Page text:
“When an athlete sustains an injury, a number of people get involved, from certified athletic trainers to emergency medical technicians and paramedics. Whom do they report to?
“We are taught about the concept of patient-centered care. Always make your decisions based on what is best for the patient. This applies to the athlete,” he continued.
“We need to make sure the student has the right information to make a decision both short-term and long-term. That’s easier said than done. Sometimes there can be an ethical dilemma. What may be best for the athlete may not be best for the team or the institution. An example is an athlete with a meniscal tear. How we treat it may affect how long the athlete is out, but the long-term implications might be different for that individual than they are for the team in the short term.”
The University of Georgia also has a “best practices document,” which was assembled with the contributions of 20 associations, including the AOSSM. “This was the first time we put a document together from an administrative standpoint: How do we best organize an administration? A survey found that 53 percent of head athletic trainers felt they were unduly influenced by the head football coach,” he said.
Also at Georgia, he explained, a flow chart governs the protocol for sports medicine.
“Every sports medicine program should have a flow chart,” he advised, noting that coaches are not in the flow of authority for medical decisions.
“At the end of the day, I work very closely with the coach, but I don’t work for the coach. It is an important distinction. For me and our medical staff to make the right medical decision, a clear separation is needed. I am supervised by my athletic director from an administrative standpoint, to make sure I am within budget and follow NCAA rules,” he explained.
He advocated that athletic programs craft a fixed protocol that spells out who does what. “From an orthopaedic standpoint, some orthopaedists may OK with a trainer’s reducing a dislocated joint. Some may not. So rather than run into a conflict when it happens, develop a written protocol. We have written medical protocols for a variety of pathologies. We just put together one for cervical spine injuries.”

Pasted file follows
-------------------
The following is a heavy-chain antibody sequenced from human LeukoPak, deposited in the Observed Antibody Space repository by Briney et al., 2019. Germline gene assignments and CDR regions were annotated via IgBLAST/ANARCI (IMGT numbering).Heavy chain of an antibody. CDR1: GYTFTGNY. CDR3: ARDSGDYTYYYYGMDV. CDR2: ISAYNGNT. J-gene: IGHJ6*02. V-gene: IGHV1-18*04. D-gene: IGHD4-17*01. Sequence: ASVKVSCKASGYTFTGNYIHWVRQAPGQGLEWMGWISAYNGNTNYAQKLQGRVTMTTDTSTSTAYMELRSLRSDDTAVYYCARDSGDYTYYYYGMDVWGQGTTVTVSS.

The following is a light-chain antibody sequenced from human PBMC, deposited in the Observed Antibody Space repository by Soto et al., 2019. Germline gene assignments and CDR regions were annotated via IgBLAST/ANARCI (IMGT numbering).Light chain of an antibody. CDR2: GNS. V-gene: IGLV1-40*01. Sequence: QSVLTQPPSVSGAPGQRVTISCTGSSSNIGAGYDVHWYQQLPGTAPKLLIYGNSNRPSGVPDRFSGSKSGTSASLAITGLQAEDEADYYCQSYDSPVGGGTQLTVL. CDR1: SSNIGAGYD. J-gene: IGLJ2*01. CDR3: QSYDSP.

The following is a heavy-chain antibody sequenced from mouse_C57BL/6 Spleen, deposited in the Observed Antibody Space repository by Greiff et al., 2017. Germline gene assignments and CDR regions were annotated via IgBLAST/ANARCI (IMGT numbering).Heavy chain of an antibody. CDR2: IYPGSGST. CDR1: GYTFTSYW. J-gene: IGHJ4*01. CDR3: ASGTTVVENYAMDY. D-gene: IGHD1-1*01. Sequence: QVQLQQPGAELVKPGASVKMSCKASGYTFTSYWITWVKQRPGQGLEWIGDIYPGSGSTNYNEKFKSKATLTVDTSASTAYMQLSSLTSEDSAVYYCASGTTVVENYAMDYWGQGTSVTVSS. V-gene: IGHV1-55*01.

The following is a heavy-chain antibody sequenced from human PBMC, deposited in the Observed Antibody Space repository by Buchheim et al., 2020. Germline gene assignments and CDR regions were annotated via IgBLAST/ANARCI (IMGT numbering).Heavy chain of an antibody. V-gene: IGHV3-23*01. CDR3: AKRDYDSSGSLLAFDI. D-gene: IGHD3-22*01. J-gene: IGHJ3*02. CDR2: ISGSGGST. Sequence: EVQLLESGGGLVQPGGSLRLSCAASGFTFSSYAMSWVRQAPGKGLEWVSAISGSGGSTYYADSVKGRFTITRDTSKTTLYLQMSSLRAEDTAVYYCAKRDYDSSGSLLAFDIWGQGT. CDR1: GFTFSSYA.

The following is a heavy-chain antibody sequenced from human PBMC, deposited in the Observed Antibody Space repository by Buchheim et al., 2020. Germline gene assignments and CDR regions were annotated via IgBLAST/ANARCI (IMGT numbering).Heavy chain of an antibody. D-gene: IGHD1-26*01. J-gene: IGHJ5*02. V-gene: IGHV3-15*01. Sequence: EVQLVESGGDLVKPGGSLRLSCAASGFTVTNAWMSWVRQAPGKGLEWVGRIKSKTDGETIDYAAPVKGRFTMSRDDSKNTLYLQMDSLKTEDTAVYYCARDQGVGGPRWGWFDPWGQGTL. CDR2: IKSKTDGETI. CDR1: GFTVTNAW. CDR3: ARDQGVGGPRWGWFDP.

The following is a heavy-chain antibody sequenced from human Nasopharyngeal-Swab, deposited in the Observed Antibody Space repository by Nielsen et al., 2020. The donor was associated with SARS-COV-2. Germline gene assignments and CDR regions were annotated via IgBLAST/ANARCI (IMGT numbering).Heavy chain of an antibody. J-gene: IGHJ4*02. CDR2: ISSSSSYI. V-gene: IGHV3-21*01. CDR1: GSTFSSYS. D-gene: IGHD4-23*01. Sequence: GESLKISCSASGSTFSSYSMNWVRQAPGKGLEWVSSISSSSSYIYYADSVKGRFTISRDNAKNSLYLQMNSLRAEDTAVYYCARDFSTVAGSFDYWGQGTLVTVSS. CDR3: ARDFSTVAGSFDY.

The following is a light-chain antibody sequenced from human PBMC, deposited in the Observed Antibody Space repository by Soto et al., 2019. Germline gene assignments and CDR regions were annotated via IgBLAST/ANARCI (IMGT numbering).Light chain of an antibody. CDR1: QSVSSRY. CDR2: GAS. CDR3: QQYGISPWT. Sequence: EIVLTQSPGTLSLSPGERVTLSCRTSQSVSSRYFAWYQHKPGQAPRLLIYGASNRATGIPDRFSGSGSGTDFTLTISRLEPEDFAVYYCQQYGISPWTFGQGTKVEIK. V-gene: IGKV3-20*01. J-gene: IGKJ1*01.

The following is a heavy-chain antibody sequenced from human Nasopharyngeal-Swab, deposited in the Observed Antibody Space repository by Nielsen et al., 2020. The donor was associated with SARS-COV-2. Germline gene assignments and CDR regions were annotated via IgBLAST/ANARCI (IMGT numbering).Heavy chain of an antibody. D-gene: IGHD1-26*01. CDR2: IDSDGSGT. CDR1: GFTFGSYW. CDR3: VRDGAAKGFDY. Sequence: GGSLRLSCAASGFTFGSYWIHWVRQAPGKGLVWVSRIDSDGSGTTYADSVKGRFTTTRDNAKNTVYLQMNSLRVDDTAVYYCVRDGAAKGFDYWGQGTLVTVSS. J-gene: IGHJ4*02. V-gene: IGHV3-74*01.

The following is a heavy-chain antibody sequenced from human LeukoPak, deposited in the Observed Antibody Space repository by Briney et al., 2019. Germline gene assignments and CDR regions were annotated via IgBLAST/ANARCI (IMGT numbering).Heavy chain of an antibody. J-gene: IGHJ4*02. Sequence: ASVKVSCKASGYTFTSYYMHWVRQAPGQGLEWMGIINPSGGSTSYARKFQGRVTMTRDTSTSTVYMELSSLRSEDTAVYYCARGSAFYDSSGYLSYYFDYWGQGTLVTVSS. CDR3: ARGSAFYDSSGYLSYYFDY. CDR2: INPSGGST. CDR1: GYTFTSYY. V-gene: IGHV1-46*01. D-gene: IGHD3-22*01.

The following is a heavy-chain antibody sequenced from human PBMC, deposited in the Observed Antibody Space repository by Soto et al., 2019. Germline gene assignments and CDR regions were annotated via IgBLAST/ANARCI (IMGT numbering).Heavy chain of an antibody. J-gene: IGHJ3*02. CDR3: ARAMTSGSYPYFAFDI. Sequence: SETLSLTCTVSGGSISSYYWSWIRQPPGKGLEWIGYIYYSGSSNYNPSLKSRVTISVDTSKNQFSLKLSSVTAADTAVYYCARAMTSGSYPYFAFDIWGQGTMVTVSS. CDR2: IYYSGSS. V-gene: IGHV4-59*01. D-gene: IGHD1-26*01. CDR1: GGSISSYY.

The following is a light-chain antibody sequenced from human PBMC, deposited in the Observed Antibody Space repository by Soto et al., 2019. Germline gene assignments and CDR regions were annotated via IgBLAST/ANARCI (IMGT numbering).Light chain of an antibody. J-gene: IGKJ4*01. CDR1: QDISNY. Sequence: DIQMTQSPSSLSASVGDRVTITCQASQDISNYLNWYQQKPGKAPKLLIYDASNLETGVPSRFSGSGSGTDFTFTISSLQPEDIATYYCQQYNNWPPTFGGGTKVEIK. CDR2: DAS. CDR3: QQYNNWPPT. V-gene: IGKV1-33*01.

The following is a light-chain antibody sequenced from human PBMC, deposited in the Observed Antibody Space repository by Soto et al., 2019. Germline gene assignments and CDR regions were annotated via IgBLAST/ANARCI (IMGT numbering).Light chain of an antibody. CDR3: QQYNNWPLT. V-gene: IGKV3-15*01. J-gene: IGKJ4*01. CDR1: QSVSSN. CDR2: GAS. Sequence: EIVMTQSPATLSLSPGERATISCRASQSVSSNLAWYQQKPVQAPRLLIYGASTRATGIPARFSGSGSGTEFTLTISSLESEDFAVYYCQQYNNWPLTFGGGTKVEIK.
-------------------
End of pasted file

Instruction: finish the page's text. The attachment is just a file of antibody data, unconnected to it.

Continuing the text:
He also noted that every athletic trainer and team physician should have a written job description and clear job expectations.
Finally, Mr. Courson discussed the university’s athletic medical review board, which meets once a year. The independent board includes a biomedical ethicist, an NFL team physician, two hall-of-fame certified athletic trainers, a representative of the Centers for Disease Control and Prevention, a retired team physician, a researcher, a former student athlete, and a lay person from the community.
“They have full access to our program. They talk to coaches, staff, and student athletes. They take an objective look at our program and prepare a report for the university president.”
The “team” in teamwork
Offering a perspective from the Ivy League was Margot Putukian, MD, who practices internal medicine and who serves as director of athletic medicine at Princeton University. She noted that the lack of literature about medical customs for the care of athletes has led to the development of “team physician consensus statements.”
“The first one was, ‘What is a team physician?’ In this model, it comes down to looking at a performance team from a coaching standpoint and from a medical standpoint. Coach and physician have to work in concert, and have the same vision and the same objectives,” she said.
“No matter how the organization is set up, it’s important to remember that team physicians don’t make a coach’s decisions, but coaches shouldn’t be making medical decisions,” she continued. “Team physicians look at illnesses and injuries; athletic trainers are often responsible for first point of contact, injury management and rehabilitation, and transitioning to return to play. It also takes into account a wellness model. You have to think of the particular sport— the timing.”
The three most recent consensus statements addressed return to play, sideline preparedness, and team physicians. According to that last statement, she said, “The medical director needs to be a physician with an unrestricted license who has a basic understanding of emergencies on the sideline, as well as a working knowledge of musculoskeletal injuries, other conditions, and other issues that affect athletes.”
Most important is establishing the chain of command, coordinating the assessment and management of injuries on the field, making decisions on both clearance to play and return to play, and integrating the expertise available.
Also on the panel was James Puffer, MD, a family practitioner who addressed the relative roles of orthopaedic surgeons and family care physicians who serve on teams with multiple professional medical providers. “If you have both types, it doesn’t matter who is the head physician, but you need someone designated the head physician,” he said. “There need to be clear lines of authority. All must respect each other’s skills and expertise.”
Disclosure information on the presenters is available online at www.aaos.org/disclosure.
Terry Stanton is a senior science writer for AAOS Now. He can be reached at email@example.com
- An administrative structure for integrated sports medicine and athletic training services must be clearly outlined to minimize potential conflicts of interest that could adversely affect the health of student athletes.
- Coaches and athletic trainers should not make medical decisions; that role belongs to the team physician.
- Teams with multiple medical providers should designate one provider as the head physician; all providers should respect each other’s skills and expertise.
- Players must be provided with the information necessary to make decisions—and should understand the impact of decisions for both the short-term and the long-term.